Lose then suggests that rather than become overwhelmed with the many needs in the congregation and community, to “choose one thing to focus on in the coming year. One deep need to meet, one purpose around which to organize our efforts, one hallmark of our community to lift up that others may see who we are and what we offer and come have that need met.”
What are you looking for? I’ve been asked that question a lot lately as I’ve been talking with local service organizations. In keeping with our practice of good stewardship, in November we voted to give the first fruits of the Dorff’s generous memorial gift to an outside organization. While there are many worthy and wonderful organizations, the council opted to narrow our choices. So when asked, “What are you looking for?” I could tell them that we are looking to partner with an organization that is local, service oriented, participatory and with whom we could establish an on-going relationship.
It’s been exciting to see how many people and organizations that there are seeking to do good in our neighborhood – and that they are eager to partner with us! I don’t know about you but it’s easy for me to focus on all of the problems in the world – and in our neighborhood — but as we have been reaching out to our neighborhood, we are discovering a lot of great people doing good work! And… they would love us to partner with them.
Some of the organizations may be familiar – like NEAR Foodshelf. We’ve been supporting them financially and with volunteers for years. But hunger continues to be a problem in our neighborhood.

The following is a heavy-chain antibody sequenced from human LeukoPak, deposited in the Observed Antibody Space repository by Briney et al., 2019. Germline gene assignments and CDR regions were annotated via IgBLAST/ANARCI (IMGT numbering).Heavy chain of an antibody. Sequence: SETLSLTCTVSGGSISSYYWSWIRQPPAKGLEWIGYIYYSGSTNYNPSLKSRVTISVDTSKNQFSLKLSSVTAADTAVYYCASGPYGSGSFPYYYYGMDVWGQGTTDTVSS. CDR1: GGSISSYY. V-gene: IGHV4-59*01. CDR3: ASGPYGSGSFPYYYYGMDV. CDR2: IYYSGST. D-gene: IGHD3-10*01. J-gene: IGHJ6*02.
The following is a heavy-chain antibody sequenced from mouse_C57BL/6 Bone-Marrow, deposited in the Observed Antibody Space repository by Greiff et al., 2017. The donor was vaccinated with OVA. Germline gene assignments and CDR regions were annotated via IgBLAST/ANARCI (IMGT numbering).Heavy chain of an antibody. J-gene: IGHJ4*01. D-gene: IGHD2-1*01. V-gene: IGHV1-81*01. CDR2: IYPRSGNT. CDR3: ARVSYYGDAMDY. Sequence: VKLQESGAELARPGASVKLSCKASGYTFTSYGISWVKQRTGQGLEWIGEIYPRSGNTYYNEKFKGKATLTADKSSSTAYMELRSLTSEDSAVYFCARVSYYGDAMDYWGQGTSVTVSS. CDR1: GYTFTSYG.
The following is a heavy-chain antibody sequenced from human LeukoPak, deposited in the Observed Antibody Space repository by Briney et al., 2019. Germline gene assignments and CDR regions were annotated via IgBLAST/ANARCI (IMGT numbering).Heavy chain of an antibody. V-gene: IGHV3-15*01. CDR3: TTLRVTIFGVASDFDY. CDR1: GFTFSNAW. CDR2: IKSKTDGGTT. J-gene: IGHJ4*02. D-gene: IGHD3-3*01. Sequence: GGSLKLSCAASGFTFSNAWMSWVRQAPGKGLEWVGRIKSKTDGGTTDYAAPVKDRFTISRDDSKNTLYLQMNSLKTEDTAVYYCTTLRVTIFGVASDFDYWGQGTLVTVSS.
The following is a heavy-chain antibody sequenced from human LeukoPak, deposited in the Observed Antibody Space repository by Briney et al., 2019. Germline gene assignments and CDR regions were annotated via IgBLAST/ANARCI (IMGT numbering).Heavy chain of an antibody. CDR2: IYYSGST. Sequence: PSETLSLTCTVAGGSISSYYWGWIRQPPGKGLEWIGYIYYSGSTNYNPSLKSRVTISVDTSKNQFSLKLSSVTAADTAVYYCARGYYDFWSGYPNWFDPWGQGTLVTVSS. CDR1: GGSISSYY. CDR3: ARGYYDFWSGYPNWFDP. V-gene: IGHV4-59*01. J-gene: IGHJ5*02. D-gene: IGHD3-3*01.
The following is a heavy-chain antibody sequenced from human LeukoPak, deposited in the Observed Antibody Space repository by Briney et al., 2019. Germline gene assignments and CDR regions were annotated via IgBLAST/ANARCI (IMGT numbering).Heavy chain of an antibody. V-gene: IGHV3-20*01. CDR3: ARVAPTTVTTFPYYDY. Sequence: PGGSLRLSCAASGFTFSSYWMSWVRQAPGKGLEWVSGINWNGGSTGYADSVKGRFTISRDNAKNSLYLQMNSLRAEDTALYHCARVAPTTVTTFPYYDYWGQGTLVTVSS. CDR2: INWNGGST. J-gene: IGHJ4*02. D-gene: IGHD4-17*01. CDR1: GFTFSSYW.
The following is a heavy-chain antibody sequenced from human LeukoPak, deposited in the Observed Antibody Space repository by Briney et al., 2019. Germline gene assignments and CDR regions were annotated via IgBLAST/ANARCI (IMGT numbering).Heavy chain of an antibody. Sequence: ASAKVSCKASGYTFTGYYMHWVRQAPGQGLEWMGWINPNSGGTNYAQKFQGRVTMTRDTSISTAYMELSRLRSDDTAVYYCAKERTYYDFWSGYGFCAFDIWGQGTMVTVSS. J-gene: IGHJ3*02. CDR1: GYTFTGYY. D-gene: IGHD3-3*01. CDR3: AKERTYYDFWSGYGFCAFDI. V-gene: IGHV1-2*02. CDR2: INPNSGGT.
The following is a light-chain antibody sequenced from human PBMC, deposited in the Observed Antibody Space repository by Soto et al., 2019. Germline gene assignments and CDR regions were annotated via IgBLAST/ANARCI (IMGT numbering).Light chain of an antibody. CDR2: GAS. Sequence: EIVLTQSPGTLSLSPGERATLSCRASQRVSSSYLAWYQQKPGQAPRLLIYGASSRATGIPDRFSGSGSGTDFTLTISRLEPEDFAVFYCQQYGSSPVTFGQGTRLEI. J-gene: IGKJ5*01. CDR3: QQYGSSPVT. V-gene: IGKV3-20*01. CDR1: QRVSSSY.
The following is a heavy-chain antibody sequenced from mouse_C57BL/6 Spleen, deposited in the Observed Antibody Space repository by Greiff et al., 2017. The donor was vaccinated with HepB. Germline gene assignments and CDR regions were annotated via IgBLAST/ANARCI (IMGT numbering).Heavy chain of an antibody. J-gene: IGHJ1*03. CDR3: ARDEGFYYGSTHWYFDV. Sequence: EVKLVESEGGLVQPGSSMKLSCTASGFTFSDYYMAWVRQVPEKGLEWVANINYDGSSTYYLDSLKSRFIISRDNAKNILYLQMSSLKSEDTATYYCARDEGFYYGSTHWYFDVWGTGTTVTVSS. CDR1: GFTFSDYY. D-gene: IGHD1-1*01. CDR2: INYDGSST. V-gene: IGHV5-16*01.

Plymouth Christian Youth Center is another organization that’s been around for a long time – but they continue to meet a need helping kids in North Minneapolis and they continue to need help to do it.
Other organizations are comparatively new.
Avenues for Homeless Youth in Brooklyn Park. They provide a safe place for 21 homeless youth from our neighborhood every night.
Clare House was built last year in Robbinsdale. Homeless men with Aids are given a safe place to live and to receive their medication, allowing them the opportunity to live productive lives.
Kidpack –Wildfire churches have invited us to join them in putting together backpacks of food to feed hungry kids on the weekends.
Lutheran Social Services – they have lots of programs in our neighborhood and the whole city.
At our annual meeting as we choose which of these organizations to support with an extra gift, we’ll be asking ourselves: What are we looking for?